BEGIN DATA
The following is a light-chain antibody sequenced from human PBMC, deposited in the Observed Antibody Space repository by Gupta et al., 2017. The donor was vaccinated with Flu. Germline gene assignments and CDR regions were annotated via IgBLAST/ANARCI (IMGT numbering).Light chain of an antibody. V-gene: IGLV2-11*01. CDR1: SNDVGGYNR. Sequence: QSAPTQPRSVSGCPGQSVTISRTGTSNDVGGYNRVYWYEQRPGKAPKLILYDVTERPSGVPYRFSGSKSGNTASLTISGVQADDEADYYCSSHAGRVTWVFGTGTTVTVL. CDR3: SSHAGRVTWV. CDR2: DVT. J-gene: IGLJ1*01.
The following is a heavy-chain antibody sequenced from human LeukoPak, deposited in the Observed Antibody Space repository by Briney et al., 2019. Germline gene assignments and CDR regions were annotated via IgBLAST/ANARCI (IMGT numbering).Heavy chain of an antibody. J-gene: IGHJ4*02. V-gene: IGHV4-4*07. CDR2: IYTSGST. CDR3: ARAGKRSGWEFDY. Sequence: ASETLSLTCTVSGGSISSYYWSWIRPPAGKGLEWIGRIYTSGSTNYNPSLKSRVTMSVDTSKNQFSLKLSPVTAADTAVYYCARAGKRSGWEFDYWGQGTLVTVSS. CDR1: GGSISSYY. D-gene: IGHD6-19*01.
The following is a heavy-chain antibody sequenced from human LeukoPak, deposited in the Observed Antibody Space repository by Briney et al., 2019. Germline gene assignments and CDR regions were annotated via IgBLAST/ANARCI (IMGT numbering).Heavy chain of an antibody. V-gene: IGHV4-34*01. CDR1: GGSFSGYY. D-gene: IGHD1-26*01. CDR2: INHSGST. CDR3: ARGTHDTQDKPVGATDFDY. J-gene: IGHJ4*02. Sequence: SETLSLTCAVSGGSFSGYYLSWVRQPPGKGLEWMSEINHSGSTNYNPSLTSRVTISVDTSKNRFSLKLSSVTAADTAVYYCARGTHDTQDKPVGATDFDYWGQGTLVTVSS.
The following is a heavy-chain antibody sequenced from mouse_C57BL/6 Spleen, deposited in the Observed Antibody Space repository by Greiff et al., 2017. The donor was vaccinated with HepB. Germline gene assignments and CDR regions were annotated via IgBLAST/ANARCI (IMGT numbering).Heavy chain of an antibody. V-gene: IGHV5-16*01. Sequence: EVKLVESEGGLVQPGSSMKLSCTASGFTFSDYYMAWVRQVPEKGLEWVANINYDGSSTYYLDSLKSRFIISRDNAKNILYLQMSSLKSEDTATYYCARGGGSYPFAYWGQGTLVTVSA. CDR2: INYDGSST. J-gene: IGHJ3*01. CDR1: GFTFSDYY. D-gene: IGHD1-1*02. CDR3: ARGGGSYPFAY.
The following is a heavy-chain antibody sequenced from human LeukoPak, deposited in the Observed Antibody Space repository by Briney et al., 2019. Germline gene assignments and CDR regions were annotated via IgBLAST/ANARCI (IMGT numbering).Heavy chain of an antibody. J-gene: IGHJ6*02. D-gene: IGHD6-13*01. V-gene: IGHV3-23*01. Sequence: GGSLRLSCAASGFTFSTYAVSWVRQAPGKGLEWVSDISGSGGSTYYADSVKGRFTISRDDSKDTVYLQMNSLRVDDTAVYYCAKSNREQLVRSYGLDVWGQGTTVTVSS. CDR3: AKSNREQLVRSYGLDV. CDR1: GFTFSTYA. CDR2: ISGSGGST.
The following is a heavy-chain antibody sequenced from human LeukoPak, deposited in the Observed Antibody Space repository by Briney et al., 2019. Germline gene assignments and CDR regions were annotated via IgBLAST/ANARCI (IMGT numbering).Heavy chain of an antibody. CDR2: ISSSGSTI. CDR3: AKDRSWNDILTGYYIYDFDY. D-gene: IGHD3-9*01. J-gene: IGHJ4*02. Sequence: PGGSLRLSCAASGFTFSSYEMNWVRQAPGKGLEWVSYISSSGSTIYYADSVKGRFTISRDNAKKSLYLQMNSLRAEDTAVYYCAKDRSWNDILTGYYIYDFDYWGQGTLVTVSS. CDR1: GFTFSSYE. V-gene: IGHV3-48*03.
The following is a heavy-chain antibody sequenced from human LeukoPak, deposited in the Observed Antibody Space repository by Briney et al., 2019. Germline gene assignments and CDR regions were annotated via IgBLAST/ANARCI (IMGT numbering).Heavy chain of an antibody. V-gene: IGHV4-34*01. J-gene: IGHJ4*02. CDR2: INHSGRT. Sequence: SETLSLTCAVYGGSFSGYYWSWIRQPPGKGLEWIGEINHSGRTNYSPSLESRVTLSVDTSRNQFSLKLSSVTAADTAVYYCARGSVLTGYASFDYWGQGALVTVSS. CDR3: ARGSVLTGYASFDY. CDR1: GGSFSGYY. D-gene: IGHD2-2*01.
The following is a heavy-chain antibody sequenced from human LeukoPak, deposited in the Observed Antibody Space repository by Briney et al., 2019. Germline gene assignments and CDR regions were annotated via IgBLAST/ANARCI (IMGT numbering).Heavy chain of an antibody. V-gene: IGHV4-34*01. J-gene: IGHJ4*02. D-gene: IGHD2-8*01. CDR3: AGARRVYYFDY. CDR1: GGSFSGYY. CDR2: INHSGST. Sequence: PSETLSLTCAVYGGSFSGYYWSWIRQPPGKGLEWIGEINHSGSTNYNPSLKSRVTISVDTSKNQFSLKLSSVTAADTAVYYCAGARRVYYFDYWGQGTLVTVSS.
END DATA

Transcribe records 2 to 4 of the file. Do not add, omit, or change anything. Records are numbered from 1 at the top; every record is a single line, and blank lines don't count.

The following is a heavy-chain antibody sequenced from human LeukoPak, deposited in the Observed Antibody Space repository by Briney et al., 2019. Germline gene assignments and CDR regions were annotated via IgBLAST/ANARCI (IMGT numbering).Heavy chain of an antibody. J-gene: IGHJ4*02. V-gene: IGHV4-4*07. CDR2: IYTSGST. CDR3: ARAGKRSGWEFDY. Sequence: ASETLSLTCTVSGGSISSYYWSWIRPPAGKGLEWIGRIYTSGSTNYNPSLKSRVTMSVDTSKNQFSLKLSPVTAADTAVYYCARAGKRSGWEFDYWGQGTLVTVSS. CDR1: GGSISSYY. D-gene: IGHD6-19*01.
The following is a heavy-chain antibody sequenced from human LeukoPak, deposited in the Observed Antibody Space repository by Briney et al., 2019. Germline gene assignments and CDR regions were annotated via IgBLAST/ANARCI (IMGT numbering).Heavy chain of an antibody. V-gene: IGHV4-34*01. CDR1: GGSFSGYY. D-gene: IGHD1-26*01. CDR2: INHSGST. CDR3: ARGTHDTQDKPVGATDFDY. J-gene: IGHJ4*02. Sequence: SETLSLTCAVSGGSFSGYYLSWVRQPPGKGLEWMSEINHSGSTNYNPSLTSRVTISVDTSKNRFSLKLSSVTAADTAVYYCARGTHDTQDKPVGATDFDYWGQGTLVTVSS.
The following is a heavy-chain antibody sequenced from mouse_C57BL/6 Spleen, deposited in the Observed Antibody Space repository by Greiff et al., 2017. The donor was vaccinated with HepB. Germline gene assignments and CDR regions were annotated via IgBLAST/ANARCI (IMGT numbering).Heavy chain of an antibody. V-gene: IGHV5-16*01. Sequence: EVKLVESEGGLVQPGSSMKLSCTASGFTFSDYYMAWVRQVPEKGLEWVANINYDGSSTYYLDSLKSRFIISRDNAKNILYLQMSSLKSEDTATYYCARGGGSYPFAYWGQGTLVTVSA. CDR2: INYDGSST. J-gene: IGHJ3*01. CDR1: GFTFSDYY. D-gene: IGHD1-1*02. CDR3: ARGGGSYPFAY.